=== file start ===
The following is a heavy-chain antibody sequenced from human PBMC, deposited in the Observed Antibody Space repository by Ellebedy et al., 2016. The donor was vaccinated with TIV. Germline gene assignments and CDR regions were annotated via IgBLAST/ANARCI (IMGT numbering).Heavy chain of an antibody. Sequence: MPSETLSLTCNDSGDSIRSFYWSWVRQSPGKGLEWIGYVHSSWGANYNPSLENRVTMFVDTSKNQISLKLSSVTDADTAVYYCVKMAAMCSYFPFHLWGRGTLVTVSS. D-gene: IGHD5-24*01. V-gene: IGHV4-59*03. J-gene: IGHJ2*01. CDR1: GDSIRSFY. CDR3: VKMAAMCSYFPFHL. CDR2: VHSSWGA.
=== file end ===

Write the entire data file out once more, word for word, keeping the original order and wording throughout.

The following is a heavy-chain antibody sequenced from human PBMC, deposited in the Observed Antibody Space repository by Ellebedy et al., 2016. The donor was vaccinated with TIV. Germline gene assignments and CDR regions were annotated via IgBLAST/ANARCI (IMGT numbering).Heavy chain of an antibody. Sequence: MPSETLSLTCNDSGDSIRSFYWSWVRQSPGKGLEWIGYVHSSWGANYNPSLENRVTMFVDTSKNQISLKLSSVTDADTAVYYCVKMAAMCSYFPFHLWGRGTLVTVSS. D-gene: IGHD5-24*01. V-gene: IGHV4-59*03. J-gene: IGHJ2*01. CDR1: GDSIRSFY. CDR3: VKMAAMCSYFPFHL. CDR2: VHSSWGA.